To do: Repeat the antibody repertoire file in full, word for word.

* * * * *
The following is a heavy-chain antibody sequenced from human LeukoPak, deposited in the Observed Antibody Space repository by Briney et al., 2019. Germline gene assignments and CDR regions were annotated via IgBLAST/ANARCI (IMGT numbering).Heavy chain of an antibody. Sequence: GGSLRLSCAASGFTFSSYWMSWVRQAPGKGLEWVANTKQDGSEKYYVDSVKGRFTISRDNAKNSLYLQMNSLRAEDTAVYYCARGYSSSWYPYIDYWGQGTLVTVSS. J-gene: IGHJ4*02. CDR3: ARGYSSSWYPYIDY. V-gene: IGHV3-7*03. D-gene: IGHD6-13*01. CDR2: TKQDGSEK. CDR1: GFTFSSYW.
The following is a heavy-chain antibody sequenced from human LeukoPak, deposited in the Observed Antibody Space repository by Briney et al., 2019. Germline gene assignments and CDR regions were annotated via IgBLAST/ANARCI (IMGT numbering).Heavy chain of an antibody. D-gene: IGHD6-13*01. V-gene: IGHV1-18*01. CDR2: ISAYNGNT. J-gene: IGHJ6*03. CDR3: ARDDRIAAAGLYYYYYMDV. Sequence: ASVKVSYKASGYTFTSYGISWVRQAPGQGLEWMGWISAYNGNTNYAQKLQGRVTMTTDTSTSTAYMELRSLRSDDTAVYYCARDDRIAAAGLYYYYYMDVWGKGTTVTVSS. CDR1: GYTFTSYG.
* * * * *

The following is a heavy-chain antibody sequenced from human LeukoPak, deposited in the Observed Antibody Space repository by Briney et al., 2019. Germline gene assignments and CDR regions were annotated via IgBLAST/ANARCI (IMGT numbering).Heavy chain of an antibody. Sequence: GGSLRLSCAASGFTFSSYWMSWVRQAPGKGLEWVANTKQDGSEKYYVDSVKGRFTISRDNAKNSLYLQMNSLRAEDTAVYYCARGYSSSWYPYIDYWGQGTLVTVSS. J-gene: IGHJ4*02. CDR3: ARGYSSSWYPYIDY. V-gene: IGHV3-7*03. D-gene: IGHD6-13*01. CDR2: TKQDGSEK. CDR1: GFTFSSYW.
The following is a heavy-chain antibody sequenced from human LeukoPak, deposited in the Observed Antibody Space repository by Briney et al., 2019. Germline gene assignments and CDR regions were annotated via IgBLAST/ANARCI (IMGT numbering).Heavy chain of an antibody. D-gene: IGHD6-13*01. V-gene: IGHV1-18*01. CDR2: ISAYNGNT. J-gene: IGHJ6*03. CDR3: ARDDRIAAAGLYYYYYMDV. Sequence: ASVKVSYKASGYTFTSYGISWVRQAPGQGLEWMGWISAYNGNTNYAQKLQGRVTMTTDTSTSTAYMELRSLRSDDTAVYYCARDDRIAAAGLYYYYYMDVWGKGTTVTVSS. CDR1: GYTFTSYG.